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Broadside ballad entitled 'The Football Match'



Swifts V. Macalvenny Wallopers.

Written by JAMES CURRNS.
Copies can be had at 192 Overgate Dundee.

A football match last Saturday I went to see ;

To have some fun was exactly what I ment, you see,

So off I goes like a sporting man so dutiful,

To see this game, which I reckoned would be beautful.

I just got there as the refree the whistle blew,

The game begun, and, begorral 'twas a tussle to.

The swifts got the ball, and took to their gallopers,

And scored " first goal against the macalvenny walloper

At this result there was a bit of wrangling,

The wallopers swore the swifts desarved a mangling.

They claimed "off-side,' and the referee big Stevenson,

Disadowed the goal, just to make the game an even one

The swifts give way, and then to work they flew again,

They captnred the ball and swore they'd put it through


One of them jumped on the wallopers custodian,
And he lost more teeth than there keys in a melodeon.
The swifts' back play and splendid power of tackling,
Set their supporters a-crowing and a-cracklinig.
"Off side,' on side, every side and suicide.
Before half time they were only playing two a side.
When half time came the result was wired and cabled,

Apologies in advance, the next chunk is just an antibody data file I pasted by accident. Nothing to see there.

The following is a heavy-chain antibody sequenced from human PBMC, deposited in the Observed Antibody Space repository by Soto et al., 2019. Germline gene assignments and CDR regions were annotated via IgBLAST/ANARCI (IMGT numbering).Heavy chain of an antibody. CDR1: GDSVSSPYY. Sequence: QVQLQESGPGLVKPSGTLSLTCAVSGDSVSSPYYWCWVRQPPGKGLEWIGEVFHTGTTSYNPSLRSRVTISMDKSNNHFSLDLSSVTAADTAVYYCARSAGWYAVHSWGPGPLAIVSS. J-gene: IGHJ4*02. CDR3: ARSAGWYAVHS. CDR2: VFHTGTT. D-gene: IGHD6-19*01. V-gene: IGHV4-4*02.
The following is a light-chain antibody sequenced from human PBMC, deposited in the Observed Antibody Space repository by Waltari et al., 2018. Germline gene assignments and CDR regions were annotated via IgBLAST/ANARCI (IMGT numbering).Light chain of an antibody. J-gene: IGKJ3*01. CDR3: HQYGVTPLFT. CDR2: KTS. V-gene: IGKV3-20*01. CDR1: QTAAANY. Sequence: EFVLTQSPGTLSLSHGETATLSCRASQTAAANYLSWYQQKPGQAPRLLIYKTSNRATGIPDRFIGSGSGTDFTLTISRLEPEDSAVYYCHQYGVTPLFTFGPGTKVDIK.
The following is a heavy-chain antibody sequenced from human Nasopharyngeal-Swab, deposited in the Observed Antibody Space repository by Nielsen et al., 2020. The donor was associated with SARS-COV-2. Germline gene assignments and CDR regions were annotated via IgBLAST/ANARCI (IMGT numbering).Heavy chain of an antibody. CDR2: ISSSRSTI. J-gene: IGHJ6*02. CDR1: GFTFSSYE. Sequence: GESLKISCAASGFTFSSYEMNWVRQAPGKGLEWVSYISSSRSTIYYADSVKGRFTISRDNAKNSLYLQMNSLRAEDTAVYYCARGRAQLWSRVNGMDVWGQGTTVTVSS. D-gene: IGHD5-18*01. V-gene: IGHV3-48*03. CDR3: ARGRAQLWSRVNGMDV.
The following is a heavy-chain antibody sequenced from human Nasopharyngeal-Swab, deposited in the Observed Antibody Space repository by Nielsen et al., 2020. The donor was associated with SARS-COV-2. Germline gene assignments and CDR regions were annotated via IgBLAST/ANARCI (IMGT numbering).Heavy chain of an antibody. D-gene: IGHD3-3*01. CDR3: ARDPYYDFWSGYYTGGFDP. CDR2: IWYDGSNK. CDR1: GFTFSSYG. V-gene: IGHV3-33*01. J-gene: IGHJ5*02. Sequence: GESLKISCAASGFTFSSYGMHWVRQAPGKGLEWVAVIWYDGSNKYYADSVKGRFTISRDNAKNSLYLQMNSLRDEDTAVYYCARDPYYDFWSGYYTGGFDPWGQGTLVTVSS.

No goals each and a dozen men disabled, sure.
Refreshments for them there were none in the pavilionso
They went to a pub, kept by old John McGillion, oh!
But when they got there a stop was put to any peace,
'Twas found that amongst them they hadn't got a penny


"We must have a drink." said big Johnny Garrity,
"Supposing we drink what we drew to-day for charity.'
This was agreed to without any more plavring;
They paid for the full of every pot in the tavern,
With meat and drink every member did his stomach


Then to the spectators they sent a telegram,
Telling them politely themselves to go and smother.
As the football was burst, and they couldn't buy an


Then to go for the umpire each one was clamouring;
They give them what I'd call a very healthy hammering
The poor referee in his shoes was trembling,
To see half a-dozen around him assembling.
He tried to escape, but they shook him like a water


Closed both his eyes, and left his face like a slaughter-

Pitchers and jugs in the heat of there ferocity,
Flew through the room, with lightning velocity.
The boss of the pub from the place quickly hunted them,
Then in the street another thing confronted them,
A band of policemen sized this gang of rioters,
And now they 'rs teasing oakum for the prison-house pro-


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Probable period of publication: 1880-1900   shelfmark: L.C.Fol.70(30b)
Broadside ballad entitled 'The Football Match'
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